State Development and Regime Change
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As outlined in the preceding chapter, the Irish development literature does not adequately elaborate why particular development models were put in place nor how change occurred between development models. Consequently, perhaps this question is best framed in terms of the international literature on development and on policy and institutional change, which may shed some light on tourism’s development models and the changes that have occurred in the industry since the foundation of the state. This chapter thus aims to examine more thoroughly the internal political configurations through which development occurs within states. Chapter 3 established that the Irish political economy literature has not paid sufficient attention to the politics through which the logics of either competition or developmental states arise. Therefore, there is a need to examine more closely the ‘micro’ politics of development that generate the ‘macro’ overarching logics of developmental and competition states. Hence, Chapter 5 will set out a framework for examining policy generation, implementation, and change that can be used to understand the politics of development within Irish tourism. In this context, Wilson’s (2000) work on policy regimes is used to consolidate the policy change literature and focuses on defined dimensions of change, those being policy paradigms, organisations, power arrangements, and policy goals.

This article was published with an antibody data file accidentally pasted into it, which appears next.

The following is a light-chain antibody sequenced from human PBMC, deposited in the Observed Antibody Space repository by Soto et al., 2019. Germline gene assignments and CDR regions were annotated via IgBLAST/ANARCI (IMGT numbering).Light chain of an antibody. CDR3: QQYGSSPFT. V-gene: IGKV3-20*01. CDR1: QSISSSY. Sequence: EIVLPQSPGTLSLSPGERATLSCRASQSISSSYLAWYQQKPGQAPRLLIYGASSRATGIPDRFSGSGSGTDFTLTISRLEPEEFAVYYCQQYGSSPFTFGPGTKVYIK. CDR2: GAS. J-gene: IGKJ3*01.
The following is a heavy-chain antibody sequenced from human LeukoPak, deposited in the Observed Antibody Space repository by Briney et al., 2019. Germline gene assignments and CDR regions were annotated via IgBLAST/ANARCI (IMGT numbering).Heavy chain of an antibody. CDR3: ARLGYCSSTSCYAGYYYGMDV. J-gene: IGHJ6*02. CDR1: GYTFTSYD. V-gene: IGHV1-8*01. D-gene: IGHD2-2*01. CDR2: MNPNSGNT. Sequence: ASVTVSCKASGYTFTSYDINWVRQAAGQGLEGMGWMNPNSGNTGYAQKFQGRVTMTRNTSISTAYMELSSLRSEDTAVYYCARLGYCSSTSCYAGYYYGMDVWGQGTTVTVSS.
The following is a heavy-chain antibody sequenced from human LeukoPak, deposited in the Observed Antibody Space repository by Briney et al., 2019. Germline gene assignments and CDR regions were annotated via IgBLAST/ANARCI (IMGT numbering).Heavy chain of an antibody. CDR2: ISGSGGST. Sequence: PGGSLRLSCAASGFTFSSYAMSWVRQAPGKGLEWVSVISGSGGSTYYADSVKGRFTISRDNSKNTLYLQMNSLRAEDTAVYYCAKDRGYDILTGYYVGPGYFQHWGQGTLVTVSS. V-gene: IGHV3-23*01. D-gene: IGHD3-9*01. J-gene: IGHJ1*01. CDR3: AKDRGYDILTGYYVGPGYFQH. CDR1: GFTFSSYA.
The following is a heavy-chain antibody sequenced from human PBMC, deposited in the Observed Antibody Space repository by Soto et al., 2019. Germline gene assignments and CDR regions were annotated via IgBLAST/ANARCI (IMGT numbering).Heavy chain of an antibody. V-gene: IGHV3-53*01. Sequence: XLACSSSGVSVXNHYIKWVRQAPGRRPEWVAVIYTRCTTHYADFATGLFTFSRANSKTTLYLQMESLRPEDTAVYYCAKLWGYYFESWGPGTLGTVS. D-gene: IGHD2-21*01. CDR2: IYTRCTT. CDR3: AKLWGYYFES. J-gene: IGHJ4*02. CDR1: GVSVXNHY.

KeywordsPolicy Regime Institutional Change State Development Regime Change Tourism Development
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